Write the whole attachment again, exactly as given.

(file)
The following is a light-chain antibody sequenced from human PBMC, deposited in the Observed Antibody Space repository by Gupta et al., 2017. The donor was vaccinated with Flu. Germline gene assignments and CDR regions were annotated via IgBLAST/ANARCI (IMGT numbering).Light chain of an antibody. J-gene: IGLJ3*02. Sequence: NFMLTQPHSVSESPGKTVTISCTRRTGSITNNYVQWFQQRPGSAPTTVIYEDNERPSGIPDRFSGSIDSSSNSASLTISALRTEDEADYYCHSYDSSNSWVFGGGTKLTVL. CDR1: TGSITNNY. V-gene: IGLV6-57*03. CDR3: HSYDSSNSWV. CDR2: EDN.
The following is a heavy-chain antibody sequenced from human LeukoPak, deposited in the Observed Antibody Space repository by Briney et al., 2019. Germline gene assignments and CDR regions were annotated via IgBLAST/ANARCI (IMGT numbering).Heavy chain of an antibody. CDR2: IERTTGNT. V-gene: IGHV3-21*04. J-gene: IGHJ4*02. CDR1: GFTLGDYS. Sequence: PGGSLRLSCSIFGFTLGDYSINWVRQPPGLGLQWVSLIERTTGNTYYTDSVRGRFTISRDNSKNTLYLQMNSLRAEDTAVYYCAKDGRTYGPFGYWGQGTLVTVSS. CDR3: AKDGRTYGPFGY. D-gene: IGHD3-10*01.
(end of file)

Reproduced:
The following is a light-chain antibody sequenced from human PBMC, deposited in the Observed Antibody Space repository by Gupta et al., 2017. The donor was vaccinated with Flu. Germline gene assignments and CDR regions were annotated via IgBLAST/ANARCI (IMGT numbering).Light chain of an antibody. J-gene: IGLJ3*02. Sequence: NFMLTQPHSVSESPGKTVTISCTRRTGSITNNYVQWFQQRPGSAPTTVIYEDNERPSGIPDRFSGSIDSSSNSASLTISALRTEDEADYYCHSYDSSNSWVFGGGTKLTVL. CDR1: TGSITNNY. V-gene: IGLV6-57*03. CDR3: HSYDSSNSWV. CDR2: EDN.
The following is a heavy-chain antibody sequenced from human LeukoPak, deposited in the Observed Antibody Space repository by Briney et al., 2019. Germline gene assignments and CDR regions were annotated via IgBLAST/ANARCI (IMGT numbering).Heavy chain of an antibody. CDR2: IERTTGNT. V-gene: IGHV3-21*04. J-gene: IGHJ4*02. CDR1: GFTLGDYS. Sequence: PGGSLRLSCSIFGFTLGDYSINWVRQPPGLGLQWVSLIERTTGNTYYTDSVRGRFTISRDNSKNTLYLQMNSLRAEDTAVYYCAKDGRTYGPFGYWGQGTLVTVSS. CDR3: AKDGRTYGPFGY. D-gene: IGHD3-10*01.